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Mike Huckabee

Primed Minister

Huckabee's down-home preacher charm is only one reason he's now a contender

December 30, 2007|Maeve Reston

As Mike Huckabee has rocketed in Iowa polls to the head of the Republican pack, a spotlight has been put on the former Southern Baptist preacher's religious faith and how it may influence his politics. But on the trail, especially in New Hampshire, the candidate is less preacher, more "everyman," who rails against overpaid CEOs and the "ruling class" in Washington. If Huckabee makes it to that big desk at the White House, he promises on the campaign trail, he won't forget the workers who keep America running.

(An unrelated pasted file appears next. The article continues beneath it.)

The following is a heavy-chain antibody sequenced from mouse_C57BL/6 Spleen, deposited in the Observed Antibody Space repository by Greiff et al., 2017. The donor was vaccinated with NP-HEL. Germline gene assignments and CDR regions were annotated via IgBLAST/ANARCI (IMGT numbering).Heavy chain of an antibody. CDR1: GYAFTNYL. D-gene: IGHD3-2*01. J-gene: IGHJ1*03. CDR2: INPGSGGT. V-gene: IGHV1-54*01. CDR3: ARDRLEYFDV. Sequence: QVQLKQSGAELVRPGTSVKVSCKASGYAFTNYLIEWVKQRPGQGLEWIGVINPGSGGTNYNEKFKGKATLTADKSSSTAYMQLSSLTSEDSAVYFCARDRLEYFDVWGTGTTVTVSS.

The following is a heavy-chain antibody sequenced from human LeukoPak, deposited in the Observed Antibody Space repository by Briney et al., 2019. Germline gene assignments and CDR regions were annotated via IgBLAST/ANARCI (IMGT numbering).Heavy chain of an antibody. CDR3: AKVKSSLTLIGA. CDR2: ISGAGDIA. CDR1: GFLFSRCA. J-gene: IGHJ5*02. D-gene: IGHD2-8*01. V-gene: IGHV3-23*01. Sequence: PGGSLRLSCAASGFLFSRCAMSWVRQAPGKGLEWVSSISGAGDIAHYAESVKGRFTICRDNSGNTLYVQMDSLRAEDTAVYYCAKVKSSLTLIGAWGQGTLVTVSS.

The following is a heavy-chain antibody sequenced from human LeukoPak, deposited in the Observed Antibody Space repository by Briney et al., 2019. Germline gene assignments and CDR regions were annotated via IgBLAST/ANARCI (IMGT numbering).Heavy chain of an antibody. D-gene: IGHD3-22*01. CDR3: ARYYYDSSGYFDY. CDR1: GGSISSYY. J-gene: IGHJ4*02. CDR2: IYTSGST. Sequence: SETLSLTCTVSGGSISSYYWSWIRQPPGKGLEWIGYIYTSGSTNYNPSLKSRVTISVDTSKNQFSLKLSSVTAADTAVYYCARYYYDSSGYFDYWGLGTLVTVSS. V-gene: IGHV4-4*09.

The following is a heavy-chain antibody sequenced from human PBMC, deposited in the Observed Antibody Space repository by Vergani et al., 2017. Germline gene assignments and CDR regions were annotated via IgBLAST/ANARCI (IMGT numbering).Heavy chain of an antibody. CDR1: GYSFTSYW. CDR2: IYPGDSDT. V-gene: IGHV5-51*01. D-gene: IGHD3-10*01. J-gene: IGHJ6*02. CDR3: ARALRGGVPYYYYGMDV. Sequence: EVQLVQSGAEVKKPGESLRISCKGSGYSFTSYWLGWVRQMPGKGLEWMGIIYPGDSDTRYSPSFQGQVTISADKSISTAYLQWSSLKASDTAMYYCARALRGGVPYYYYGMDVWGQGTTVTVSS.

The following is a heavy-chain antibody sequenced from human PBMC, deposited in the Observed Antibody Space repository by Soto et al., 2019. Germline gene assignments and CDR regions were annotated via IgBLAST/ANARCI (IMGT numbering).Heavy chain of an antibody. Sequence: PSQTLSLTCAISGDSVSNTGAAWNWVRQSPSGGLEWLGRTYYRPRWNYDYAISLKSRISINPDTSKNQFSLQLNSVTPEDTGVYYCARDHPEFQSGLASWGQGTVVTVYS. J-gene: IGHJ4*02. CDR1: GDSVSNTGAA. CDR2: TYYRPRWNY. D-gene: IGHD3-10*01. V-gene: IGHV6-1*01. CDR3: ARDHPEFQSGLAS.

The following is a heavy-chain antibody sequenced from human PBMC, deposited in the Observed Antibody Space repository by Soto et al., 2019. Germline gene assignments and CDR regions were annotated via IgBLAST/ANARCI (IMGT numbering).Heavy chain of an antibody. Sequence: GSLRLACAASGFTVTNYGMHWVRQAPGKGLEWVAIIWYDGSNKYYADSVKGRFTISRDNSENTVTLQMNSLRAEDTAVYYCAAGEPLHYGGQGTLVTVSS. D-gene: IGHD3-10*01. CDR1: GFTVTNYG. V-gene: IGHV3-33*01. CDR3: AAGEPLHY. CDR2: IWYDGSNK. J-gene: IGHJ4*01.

While he has parried well in debates with his sense of humor, Huckabee is more freewheeling on the stump. He warms up the crowds with anecdotes from his humble upbringing in Hope, Ark. He often mentions that he's one generation away from "dirt floors and outdoor toilets" and that his dad worked two jobs -- a fireman by day who rebuilt car generators in his free time.

Relying on a comparatively meager campaign organization, Huckabee often is more approachable than other contenders. While the handlers of hopefuls such as Hillary Clinton and Mitt Romney whisk the candidates away from reporters, Huckabee will lean in to introduce himself on his way out the door. At a recent press session, he told reporters that he hoped to build a relationship of trust. "I've often said the people who take themselves too seriously probably don't need to be elected to anything," he said.

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-- Maeve Reston

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